Social media has created customer groups that coalesce around a brand — in effect, a union. They collectively can and will change your corporate policy. With collective bargaining, business as usual is no longer acceptable. Are you ready for the empowered, technically savvy, and motivated customer? It’s the age of the customer: What are you doing to manage this risk?

It all started when Netflix attempted to change its delivery and billing. It notified customers that CD-ROM deliveries and streaming of content would be charged separately. Instead of being a monthly fee of $9.99, Netflix decided that customers should pay $9.99 for each of the services. Its customers thought that the value proposition was not there, and this caused 800,000 people to cancel their accounts. The stock dropped from more than $200 a share to $79 in less than two weeks. Finally, with no other option, the company reversed the strategy and went back to the old billing for both services. The result was that the 800,000 customers came back and brought another 400,000 with them.

Introducing Collective Bargaining

The AFL-CIO defines collective bargaining as the process in which working people, through their unions, negotiate contracts with their employers to determine their terms of employment, including pay, benefits, hours, leave, job health and safety policies, ways to balance work and family, and more. Forrester defines collective bargaining as:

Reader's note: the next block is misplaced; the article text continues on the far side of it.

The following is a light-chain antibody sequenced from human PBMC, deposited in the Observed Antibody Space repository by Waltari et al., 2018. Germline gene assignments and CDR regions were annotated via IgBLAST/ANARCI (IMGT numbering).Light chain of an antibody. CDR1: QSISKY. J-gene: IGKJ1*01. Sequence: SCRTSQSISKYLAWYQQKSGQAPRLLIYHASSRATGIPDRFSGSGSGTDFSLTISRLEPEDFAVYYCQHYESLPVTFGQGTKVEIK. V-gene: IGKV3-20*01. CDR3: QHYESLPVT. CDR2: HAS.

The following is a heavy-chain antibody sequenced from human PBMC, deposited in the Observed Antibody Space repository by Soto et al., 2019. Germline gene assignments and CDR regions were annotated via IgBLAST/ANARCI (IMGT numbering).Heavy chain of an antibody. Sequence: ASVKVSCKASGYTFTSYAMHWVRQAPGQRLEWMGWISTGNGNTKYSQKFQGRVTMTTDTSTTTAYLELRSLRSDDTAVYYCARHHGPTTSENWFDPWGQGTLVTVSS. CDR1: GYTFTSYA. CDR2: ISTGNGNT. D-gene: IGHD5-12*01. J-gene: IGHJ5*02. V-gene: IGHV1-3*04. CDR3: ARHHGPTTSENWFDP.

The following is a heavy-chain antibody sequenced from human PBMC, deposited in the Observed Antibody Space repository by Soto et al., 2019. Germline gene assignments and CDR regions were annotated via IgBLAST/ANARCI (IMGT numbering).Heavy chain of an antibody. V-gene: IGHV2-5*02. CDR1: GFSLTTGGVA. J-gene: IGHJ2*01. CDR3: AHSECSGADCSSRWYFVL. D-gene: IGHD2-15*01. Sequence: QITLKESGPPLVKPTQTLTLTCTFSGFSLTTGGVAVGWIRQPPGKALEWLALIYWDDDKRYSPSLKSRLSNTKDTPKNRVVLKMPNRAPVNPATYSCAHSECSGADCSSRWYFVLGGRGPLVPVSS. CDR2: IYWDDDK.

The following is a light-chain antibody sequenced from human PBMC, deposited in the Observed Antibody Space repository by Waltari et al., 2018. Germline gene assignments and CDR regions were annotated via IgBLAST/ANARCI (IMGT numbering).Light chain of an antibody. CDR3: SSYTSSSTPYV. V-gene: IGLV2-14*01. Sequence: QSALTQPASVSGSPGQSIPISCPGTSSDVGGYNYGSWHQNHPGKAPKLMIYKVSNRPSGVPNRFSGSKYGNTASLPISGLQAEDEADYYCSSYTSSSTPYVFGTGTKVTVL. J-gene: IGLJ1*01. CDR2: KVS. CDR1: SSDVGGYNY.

the process in which customers, through their social media activity, negotiate with the brand on topics including cost, quality, and communication to determine their terms of engagement with the brand.

From a consumer’s perspective, collective bargaining is a way to solve customer experience problems. It is also the best means for getting the attention of a corporation. This manifests in trending social media posts that go viral at the detriment of the company. We all remember the video of United Airlines dragging a customer off an airplane and the fallout that resulted. Collective bargaining has forced some of the largest companies in the world to take note.

  • Customer edition: US companies, including Hertz, Delta Air Lines, Best Western, and Wyndham Hotels & Resorts, announced they would sever ties with the NRA after being called out by consumers with #BoycottNRA following recent US mass shootings. Additional examples include the #GrabYourWallet boycott and #DeleteUber protest.
  • Employee edition: Wayfair workers protested the company’s furniture sales to an immigration detention camp in June 2019. Most recently, Whole Foods employees leaked Amazon’s anti-union training video and wrote a letter demanding that their parent company cut ties with Palantir, a government contractor that’s helping ICE.

Our new research will provide guidance on how to manage your collective bargaining risk. If you have your own collective bargaining tale, we would love to hear from you as we develop our next report!